Virginia Vasquez-Rios

ECU undergraduate researcher Virginia Vasquez-Rios is examining proteins that could affect stem cell development.

Major: Biology

Mentors: Dr. Elizabeth Ables

Department: Biology

Project Title: “Tnpo-SR Regulates Germline Stem Cell Proliferation”

Virgina’s project investigates the role of Tnpo-SR, a nucleocytoplasmic transport protein thought to control germ cell fate and proliferation. Her lab previously identified Tnpo-SR in a reverse genetic screen for genes that may control germ cell proliferation. She believes that Tnpo-SR regulates germline stem cell self-renewal and proliferation, and the proliferation of early germ cells.

How did you get involved in undergraduate research?

Since my very first days at ECU, I knew that I wanted to get involved with scientific research. I wanted to ask questions and use the knowledge I acquired in the classroom for bigger, real-life applications. During my freshman year, I’d look up professors and email them if I was interested in their research projects, respond to the biology undergraduate emails which offered research positions, and apply to summer research programs. I was finally accepted into a research position at Brody my sophomore year which allowed me to gain experience and eventually pursue research in Dr. Ables’ lab.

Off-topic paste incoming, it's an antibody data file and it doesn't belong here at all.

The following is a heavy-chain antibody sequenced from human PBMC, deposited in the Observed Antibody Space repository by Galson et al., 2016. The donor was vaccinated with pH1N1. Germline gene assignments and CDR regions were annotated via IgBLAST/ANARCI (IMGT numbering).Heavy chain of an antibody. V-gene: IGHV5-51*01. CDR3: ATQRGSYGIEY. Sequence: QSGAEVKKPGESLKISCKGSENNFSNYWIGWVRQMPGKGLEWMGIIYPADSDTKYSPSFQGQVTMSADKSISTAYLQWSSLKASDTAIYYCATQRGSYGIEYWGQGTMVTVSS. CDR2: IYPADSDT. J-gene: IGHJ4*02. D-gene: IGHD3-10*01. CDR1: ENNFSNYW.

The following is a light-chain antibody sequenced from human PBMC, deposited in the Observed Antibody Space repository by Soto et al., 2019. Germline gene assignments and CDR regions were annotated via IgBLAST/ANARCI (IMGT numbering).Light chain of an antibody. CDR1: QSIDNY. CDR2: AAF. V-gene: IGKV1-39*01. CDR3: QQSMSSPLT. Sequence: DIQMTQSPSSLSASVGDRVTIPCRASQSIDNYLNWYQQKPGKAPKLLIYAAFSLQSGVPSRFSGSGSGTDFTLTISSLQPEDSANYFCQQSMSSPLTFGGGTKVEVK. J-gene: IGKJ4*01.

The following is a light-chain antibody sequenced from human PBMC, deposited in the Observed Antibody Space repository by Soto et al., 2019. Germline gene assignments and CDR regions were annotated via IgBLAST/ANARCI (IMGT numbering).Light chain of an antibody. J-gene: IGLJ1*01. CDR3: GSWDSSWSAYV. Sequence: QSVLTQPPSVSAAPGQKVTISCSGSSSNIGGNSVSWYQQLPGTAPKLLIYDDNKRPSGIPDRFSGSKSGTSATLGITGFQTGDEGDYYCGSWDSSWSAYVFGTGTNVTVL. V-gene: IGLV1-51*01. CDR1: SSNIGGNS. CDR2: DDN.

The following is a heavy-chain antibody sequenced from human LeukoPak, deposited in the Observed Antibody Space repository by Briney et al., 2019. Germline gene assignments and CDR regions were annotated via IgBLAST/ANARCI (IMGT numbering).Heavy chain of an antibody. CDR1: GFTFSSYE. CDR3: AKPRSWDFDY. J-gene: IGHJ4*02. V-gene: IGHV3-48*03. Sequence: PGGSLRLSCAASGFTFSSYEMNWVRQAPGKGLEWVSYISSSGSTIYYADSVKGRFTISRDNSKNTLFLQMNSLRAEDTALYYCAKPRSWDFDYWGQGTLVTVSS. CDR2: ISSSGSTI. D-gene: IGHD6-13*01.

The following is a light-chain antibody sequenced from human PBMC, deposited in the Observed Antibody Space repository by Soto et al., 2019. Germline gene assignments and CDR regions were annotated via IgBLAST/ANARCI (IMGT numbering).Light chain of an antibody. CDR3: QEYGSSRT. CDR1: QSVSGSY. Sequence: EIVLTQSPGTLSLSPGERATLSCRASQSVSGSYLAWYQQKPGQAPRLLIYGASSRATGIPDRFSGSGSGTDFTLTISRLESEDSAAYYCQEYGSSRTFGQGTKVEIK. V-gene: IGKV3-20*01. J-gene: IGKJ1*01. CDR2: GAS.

Why did you choose your research topic?

As a biology major with a concentration in molecular cell biology, I wanted to conduct research in a lab that explored topics in cell and developmental biology. I knew that Dr. Ables allowed undergrads the opportunity to conduct this kind of research in fruit fly cells, specifically in stem cell populations. I chose the topic of studying germline stem cells in fruit fly ovaries because I believe that a better understanding of how stem cells work can be important for health care and science overall.

What’s been your favorite part of conducting undergraduate research?

My absolute favorite part of conducting research has been learning all the specific techniques that my research requires, such as dissecting and using the confocal microscope.

What’s your ultimate goal or accomplishment that you hope your research will help you achieve?

So far, being a part of undergraduate research has pushed me to become more organized and goal oriented. Research has pushed me to push myself and hold myself accountable for my own progress and results. I hope that these qualities continue to be strengthened.  I also hope that during my time with the Ables lab, I can collect enough data and new information so that others after me can keep learning about germline stem cells and development.

Do you have any advice for other students interested in conducting undergraduate research?

My best advice for those undergrads interested in conducting research is to apply to as many opportunities as you can early on. Try to look for and reach out to research labs that are studying a topic that truly piques your interest and that you are passionate about. And lastly, research is what you make of it. Put in your all and you won’t be disappointed.